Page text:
They didn't. Because almost all of them comprised photos of one or the other of my daughters, typically goofing off or being adorable (to be fair, there was also one picture of some Japanese whisky).
Once I told Facebook that, no, that five-year-old smiling on a swing was not a 25-year-old spread-eagled on a bed, it let me continue on my way. Although you have to wonder how a company that can identify people's faces can't tell the difference between a whisky bottle and an erect penis. What's more, I have no doubt that at some point my declaration that there was nothing to see will be checked, and if I am found to have lied to Facebook Dad, I will presumably be grounded.
Why does this matter?
Because, as many people have pointed out these past few months, Facebook is in denial about having become a news organization. A process that has resulted through the policies and services it has devised and promoted, and from which it seemingly makes more profit than all news organizations combined.
The move has already brought numerous issues: whether that is a perceived bias against conservative news, or a "technical glitch" over a shooting victim live feed. The company has shown itself time and again as one that thinks it is in charge of what you can see and not see – and which even experiments on its users out of some kind of perverse voyeurism. Facebook has very little regard for its users, or the content that they produce that has made it a corporate monster, at least at an individual level.
The fact is that whatever automated process Facebook decided to run over the weekend – presumably in response to the recent shootings in Baton Rouge, St Paul and Dallas – was a buggy piece of crap which has no doubt deleted many thousands of posts from many thousands of users, with no recourse and very limited intelligent analysis. It can't even tell the difference between a photo uploaded to its service and one that it automatically pulled in through its own hyperlinking.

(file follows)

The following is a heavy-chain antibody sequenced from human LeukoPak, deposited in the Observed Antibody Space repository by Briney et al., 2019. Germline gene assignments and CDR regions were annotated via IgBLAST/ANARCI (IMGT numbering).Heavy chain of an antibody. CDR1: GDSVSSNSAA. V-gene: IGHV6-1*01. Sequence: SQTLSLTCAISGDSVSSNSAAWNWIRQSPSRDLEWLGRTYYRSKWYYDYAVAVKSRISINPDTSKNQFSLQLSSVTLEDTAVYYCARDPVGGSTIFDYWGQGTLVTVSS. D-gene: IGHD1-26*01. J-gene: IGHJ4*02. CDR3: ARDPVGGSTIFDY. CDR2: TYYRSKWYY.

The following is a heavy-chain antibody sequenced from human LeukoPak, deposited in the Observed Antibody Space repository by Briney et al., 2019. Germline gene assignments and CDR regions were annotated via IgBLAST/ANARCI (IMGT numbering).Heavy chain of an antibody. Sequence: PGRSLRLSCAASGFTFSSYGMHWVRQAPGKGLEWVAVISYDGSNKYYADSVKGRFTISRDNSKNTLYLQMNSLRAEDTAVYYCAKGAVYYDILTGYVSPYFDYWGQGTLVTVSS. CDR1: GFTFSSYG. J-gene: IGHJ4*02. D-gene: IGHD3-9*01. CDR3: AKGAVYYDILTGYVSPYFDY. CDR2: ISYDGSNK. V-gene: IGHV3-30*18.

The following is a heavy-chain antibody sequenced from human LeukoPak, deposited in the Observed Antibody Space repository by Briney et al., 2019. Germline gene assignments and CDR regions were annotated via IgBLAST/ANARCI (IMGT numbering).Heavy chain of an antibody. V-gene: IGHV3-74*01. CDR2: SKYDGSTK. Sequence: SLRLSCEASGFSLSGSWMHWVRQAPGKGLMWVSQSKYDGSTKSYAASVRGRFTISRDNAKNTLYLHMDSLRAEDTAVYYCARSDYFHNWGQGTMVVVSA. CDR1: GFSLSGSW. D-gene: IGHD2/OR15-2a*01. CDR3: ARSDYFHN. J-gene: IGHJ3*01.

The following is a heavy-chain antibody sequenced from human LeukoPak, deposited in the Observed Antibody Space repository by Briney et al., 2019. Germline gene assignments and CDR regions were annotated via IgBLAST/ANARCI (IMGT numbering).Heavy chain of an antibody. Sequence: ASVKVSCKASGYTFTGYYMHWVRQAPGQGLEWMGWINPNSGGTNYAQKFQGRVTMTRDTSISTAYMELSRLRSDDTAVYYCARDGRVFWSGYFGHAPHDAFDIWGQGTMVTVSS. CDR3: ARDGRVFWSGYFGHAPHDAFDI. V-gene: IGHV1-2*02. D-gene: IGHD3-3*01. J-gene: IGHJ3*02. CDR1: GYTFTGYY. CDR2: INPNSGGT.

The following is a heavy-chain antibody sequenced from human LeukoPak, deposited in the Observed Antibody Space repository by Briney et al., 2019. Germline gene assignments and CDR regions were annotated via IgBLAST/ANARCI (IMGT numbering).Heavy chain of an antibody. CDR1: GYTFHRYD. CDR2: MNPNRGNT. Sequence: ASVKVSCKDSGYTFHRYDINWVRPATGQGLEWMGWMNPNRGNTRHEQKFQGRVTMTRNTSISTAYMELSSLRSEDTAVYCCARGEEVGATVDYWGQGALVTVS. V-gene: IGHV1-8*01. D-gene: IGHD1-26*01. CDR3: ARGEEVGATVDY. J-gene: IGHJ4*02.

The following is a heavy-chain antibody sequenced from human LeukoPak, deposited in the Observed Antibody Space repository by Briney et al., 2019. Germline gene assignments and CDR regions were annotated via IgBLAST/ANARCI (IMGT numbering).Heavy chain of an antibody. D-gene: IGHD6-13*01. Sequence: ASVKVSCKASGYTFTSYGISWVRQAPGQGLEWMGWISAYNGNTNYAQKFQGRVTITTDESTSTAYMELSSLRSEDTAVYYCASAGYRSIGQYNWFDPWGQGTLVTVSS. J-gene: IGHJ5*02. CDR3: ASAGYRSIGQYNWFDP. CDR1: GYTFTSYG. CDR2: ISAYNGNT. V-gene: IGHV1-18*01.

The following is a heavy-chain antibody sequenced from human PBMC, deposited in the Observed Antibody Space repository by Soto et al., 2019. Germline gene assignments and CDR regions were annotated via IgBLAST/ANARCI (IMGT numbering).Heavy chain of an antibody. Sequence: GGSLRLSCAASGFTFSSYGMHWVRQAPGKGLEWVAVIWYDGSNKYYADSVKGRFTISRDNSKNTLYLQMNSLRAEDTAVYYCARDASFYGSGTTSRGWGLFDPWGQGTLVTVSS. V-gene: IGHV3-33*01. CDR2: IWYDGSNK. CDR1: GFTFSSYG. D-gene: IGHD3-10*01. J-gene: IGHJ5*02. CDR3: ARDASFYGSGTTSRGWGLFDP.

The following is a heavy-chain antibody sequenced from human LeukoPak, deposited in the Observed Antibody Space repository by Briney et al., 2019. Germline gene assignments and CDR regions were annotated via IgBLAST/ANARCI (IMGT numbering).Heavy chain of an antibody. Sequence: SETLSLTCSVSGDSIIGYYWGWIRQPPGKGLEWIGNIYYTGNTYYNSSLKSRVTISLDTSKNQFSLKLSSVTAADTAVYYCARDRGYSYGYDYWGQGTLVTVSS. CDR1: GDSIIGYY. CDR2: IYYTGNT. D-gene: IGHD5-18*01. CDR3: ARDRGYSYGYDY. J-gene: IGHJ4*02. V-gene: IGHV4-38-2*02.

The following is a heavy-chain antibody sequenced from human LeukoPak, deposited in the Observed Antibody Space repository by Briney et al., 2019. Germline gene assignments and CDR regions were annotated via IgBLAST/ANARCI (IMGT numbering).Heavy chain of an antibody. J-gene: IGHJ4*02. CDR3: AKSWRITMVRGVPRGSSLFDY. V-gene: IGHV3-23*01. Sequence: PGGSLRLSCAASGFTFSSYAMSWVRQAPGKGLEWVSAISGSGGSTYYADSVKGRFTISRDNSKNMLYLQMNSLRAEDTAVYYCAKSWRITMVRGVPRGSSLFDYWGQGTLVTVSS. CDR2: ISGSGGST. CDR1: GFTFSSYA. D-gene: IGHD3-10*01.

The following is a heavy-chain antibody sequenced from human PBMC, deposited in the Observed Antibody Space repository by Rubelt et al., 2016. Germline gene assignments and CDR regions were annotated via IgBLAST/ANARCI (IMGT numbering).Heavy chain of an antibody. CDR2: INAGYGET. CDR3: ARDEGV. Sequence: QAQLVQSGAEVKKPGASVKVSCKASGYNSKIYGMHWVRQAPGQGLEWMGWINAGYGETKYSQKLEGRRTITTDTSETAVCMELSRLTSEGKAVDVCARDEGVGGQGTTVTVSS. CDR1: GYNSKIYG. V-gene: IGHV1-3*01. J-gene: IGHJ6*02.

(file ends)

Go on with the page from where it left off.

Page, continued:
This is of course very, very far from the only time the company's automated idiocy has caused offense. Even within my peer group, there have been frequent reports of insensitive automatic actions shoved in their face; one of the worst being pictures of a parent's funeral flashed up in a joyful end-of-year message from "your friends at Facebook."
As insensitive as that was, however, it was not disturbing. Censoring content, however, is.
With Facebook under increasing pressure from politicians and law enforcement, and with its influence continuing to grow, we have now entered the age of Facebook-approved censorship.
And as my experience shows, it is going to do a terrible job at it, and, if it has screwed up badly enough, tweak its settings and policies yet again. But what it won't do is imagine a situation where its users' content is anything but Facebook's to do with as it pleases.
We asked Facebook for comment on the precise details of my missing post. As well as another case recently where posts critical of the Singaporean police were removed. And of course, we are still waiting on confirmation from the company about what happened with the footage from St Paul. ®